Allocating ARPA Funds to Small Communities

By:

  • Martin Brown
  • Julia Bauer
September 23, 2021

On March 11th, 2021, President Biden signed into law the American Rescue Plan Act (ARPA) to provide Coronavirus State and Local Fiscal Recovery Funds (SLFRF) to every municipality in America. Of the $350 billion available SLFRF funds, ARPA allocated nearly 6 percent, or $19.5 billion, to non-entitlement units (NEU).1 Comparatively, ARPA allocated about 13 percent, or $45.6 billion, to metropolitan cities. 

To deliver the NEU funds, Congress required the states to distribute the grants from the U.S. Treasury Department to the eligible municipalities and allocate a calculated share of those funds to every NEU. ARPA defines the NEU allocation formula as “the proportion of the population in the NEU as a share of the total population of all NEUs in the state,” which is then multiplied by the state’s NEU payment2,3. To prevent over-awarded grant amounts, states must cap the size of individual grants at 75 percent of the NEU’s total annual budget. If the calculated allocation is greater than 75 percent of the NEU’s budget, the state must return the excess funds to the Treasury Departmenti

Given the reliance on state governments, there is currently no official source that provides detailed allocations for all NEUs like there is for metropolitan cities. To address this gap and to better understand the distribution of funds to smaller communities, NLC collected data from reputable sources in 49 statesii, including state governments and state municipal leagues. Allocations for all municipalities, including NEUs, are available via NLC’s updated Local Allocation Tracker. NLC used this new dataset to analyze the spatial and per capita distribution of funds to NEUs.  

NEU Allocations Align with Population Distribution 

The share of a state’s total pot of SLFRF funds allocated to individual NEUs varies significantly depending on the spatial distribution of the population within the state. States with a larger percentage of the population living in NEUs have a significantly greater percentage of SLFRF funds allocated to NEUs. Although this alignment might seem obvious, it is a departure from how allocations were determined for metropolitan cities.   

Figure 1: Share of Fund Allocated to NEUs (Source: NLC analysis by state NEU allocations data collected from state agencies and state municipal leagues). 

Allocations for metropolitan cities are based on the Community Development Block Grant Program allocation formula, which determines allocations based on both population and poverty levels within a given city. The states with the highest share of SLFRF funds allocated to NEUs are Vermont (74%), Mississippi (73%), and South Carolina (69%) (Figure 1). The states with the lowest percent of SLFRF funds allocated to NEU’s are New York (11%), California (15%), and Rhode Island (18%).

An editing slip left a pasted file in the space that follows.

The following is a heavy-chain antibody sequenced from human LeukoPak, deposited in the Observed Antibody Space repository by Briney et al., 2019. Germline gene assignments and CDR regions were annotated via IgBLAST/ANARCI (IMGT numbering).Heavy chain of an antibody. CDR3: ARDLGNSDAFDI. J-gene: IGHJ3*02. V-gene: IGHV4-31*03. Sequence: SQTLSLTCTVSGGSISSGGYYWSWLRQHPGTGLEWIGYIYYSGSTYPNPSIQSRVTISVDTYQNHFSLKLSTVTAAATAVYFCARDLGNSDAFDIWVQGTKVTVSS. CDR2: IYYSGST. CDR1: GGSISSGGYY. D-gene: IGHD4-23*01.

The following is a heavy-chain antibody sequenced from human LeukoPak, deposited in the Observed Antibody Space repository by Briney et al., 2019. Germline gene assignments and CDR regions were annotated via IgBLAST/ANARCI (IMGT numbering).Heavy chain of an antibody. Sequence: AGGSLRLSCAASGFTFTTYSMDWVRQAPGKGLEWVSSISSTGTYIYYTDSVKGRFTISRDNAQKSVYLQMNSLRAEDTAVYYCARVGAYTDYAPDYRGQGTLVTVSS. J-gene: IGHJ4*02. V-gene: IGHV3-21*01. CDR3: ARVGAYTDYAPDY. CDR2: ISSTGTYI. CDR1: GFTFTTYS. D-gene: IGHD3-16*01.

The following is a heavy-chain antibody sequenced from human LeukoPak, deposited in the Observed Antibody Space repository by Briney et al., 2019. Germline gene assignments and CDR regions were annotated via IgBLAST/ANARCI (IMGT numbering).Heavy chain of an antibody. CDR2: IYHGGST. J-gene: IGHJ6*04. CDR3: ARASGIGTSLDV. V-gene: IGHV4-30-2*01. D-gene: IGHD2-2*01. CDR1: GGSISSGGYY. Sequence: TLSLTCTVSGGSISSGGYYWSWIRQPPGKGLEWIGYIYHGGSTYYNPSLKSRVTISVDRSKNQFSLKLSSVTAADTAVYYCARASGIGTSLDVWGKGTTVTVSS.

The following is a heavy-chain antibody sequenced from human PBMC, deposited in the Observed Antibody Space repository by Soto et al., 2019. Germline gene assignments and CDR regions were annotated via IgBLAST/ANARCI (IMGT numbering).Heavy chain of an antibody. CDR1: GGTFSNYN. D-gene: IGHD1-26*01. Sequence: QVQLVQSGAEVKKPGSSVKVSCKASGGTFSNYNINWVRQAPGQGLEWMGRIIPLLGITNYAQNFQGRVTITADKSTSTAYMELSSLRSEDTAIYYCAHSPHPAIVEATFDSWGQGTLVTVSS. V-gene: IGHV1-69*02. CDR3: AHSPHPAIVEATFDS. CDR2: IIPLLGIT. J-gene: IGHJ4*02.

Small Cities, Big Opportunities

As cities, towns and villages across America begin receiving their ARPA dollars, they are at a pivotal moment to use these funds effectively for their communities to recover from the pandemic. For many NEUs, this is their first experience receiving federal dollars of this magnitude. As these communities familiarize themselves with their new responsibilities, ARPA can act as a stepping stone that allows our smallest municipalities to become equipped for future federal funding opportunities to continue addressing their community’s needs.

Learn More

To learn more about how other NEUs are using their ARPA funds, visit NLC’s Local Action Tracker for the most complete collection of municipal responses to COVID-19. 

  1. https://home.treasury.gov/system/files/136/SLFRP-Quick-Reference-Guide-FINAL-508a.pdf
  2. https://home.treasury.gov/system/files/136/NEU_Guidance.pdf 
  3. To learn more about the total state NEU allocations, see the Allocation for Non-Entitlement Units.

i – Once states receive their NEU allotments, they have 30 days to distribute the funds. To disburse the funds, ARPA requires states to establish a process to receive documentation from the NEUs, such as their financial institution’s information, budget, and a signed award terms and conditions agreement. States may apply for a 30-day extension if they did not receive applications from all the NEUs to disburse the funds. A second 30-day extension may be granted if there are outstanding applications; however, the state must detail the expected time for disbursing the remaining funds and the efforts they will take to complete the distributions. In the case that the NEUs remain non-responsive, the excess funds the state received can be distributed amongst “residual NEUs,” which are NEUs that received an initial distribution and did not meet the 75 percent cap. The state determines the residual NEUs’ subsequent distribution by calculating the proportion of the population in the residual NEU as a share of the total population of all the residual NEUs multiplied by the state’s remaining NEU allocation. For the subsequent distribution, the 75 percent budget cap remains, and any amounts allocated in excess of the residual NEU’s budget cap must be returned to Treasury. 

ii – Excluding the state of Hawaii due to their lack of NEUs. 

About the Authors

Martin Brown

About the Authors

Martin Brown is a Program Manager at the Center for City Solutions at NLC.

Julia Bauer

Julia Bauer is an American Rescue Plan Act Researcher in the Center for City Solutions at NLC.